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"Wir wollen deine Mutter nicht sauer machen."

Translation:We do not want to make your mother angry.

July 1, 2013

28 Comments


https://www.duolingo.com/profile/Donnyrewq

"your" was not in the list of available words. There was only "you" ..... "you mother" is not grammatically correct but it was accepted


https://www.duolingo.com/profile/MKB1234

It crossed off my translation of Mother and wanted mom!?!?!?!?!?!?!


https://www.duolingo.com/profile/eduardo.dagofaen

Despite the technical limitations, I wish Duolinguo wouldn't demand such narrow translations.

Shouldn't "we don't want to upset mother" be accepted?


https://www.duolingo.com/profile/Alphathon

You don't have anything that translates from "deine".

I don't know whether "We don't want to upset YOUR mother" would be OK (or is accepted), but I suspect possibly not. AFAIK, sauer when used like this translates to annoyed, angry, pissed off etc, and while it is perfectly valid to use upset to mean angry (although I don't think I ever have myself), the two aren't synonyms; upset can also mean (to make) sad, or most other kinds of mental disturbance (fear, "being shaken up" etc). As such, while it may be fine in context it isn't really the best translation in isolation. Of course that doesn't mean it shouldn't be accepted by Duolingo necessarily.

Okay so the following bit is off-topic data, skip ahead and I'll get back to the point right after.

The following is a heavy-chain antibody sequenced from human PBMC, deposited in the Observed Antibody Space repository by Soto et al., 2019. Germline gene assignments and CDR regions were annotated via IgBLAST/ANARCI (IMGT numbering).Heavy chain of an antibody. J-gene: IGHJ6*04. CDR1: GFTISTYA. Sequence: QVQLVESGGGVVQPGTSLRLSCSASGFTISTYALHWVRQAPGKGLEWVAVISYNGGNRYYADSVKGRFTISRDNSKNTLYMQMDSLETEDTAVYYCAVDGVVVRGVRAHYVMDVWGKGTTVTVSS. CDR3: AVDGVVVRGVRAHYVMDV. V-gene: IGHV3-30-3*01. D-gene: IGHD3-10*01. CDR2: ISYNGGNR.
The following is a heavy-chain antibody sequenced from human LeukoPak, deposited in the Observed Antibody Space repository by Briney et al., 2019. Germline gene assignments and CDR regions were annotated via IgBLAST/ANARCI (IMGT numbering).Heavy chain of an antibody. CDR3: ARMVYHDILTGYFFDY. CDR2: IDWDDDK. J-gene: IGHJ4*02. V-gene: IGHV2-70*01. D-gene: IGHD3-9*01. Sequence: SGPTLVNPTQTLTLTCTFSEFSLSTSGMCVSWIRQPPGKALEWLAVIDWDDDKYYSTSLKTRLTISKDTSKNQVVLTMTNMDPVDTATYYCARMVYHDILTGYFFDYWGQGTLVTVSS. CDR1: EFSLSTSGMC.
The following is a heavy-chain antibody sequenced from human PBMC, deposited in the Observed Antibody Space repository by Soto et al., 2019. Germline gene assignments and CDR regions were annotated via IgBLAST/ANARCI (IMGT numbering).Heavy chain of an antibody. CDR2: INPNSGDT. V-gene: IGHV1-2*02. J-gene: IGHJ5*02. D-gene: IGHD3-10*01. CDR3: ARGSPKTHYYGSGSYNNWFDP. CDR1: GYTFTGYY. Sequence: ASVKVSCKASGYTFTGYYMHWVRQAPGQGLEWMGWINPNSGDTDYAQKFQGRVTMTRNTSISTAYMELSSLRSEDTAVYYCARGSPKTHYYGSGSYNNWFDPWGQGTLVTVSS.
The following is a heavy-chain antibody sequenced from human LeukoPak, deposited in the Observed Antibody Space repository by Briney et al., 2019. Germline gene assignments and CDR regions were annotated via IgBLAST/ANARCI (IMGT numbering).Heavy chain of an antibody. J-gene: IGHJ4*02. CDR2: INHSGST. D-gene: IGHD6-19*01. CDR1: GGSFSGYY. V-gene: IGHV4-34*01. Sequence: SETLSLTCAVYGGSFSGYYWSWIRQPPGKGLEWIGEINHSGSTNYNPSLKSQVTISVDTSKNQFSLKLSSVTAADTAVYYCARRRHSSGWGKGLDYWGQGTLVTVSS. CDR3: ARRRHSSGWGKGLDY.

https://www.duolingo.com/profile/BlairScots

I did "we do not want your mother angry," and it was wrong.


https://www.duolingo.com/profile/Alphathon

Yes, it was wrong - that isn't what the German sentence says. Machen means to make or to do. Your translation (which could be rephrased as "We do not want your mother to be angry") seems to treat it as to be (sein).


https://www.duolingo.com/profile/dgloster

"we don't want to annoy your mother" was marked wrong. Surely "sauer" kann mean "annoyed" as well as "angry".


https://www.duolingo.com/profile/hechap

So, can I assume from this that a good way to say "Don't be mad." would be "Mach sauer nicht!"? Or is it better to say "Sei nicht wütend!" instead?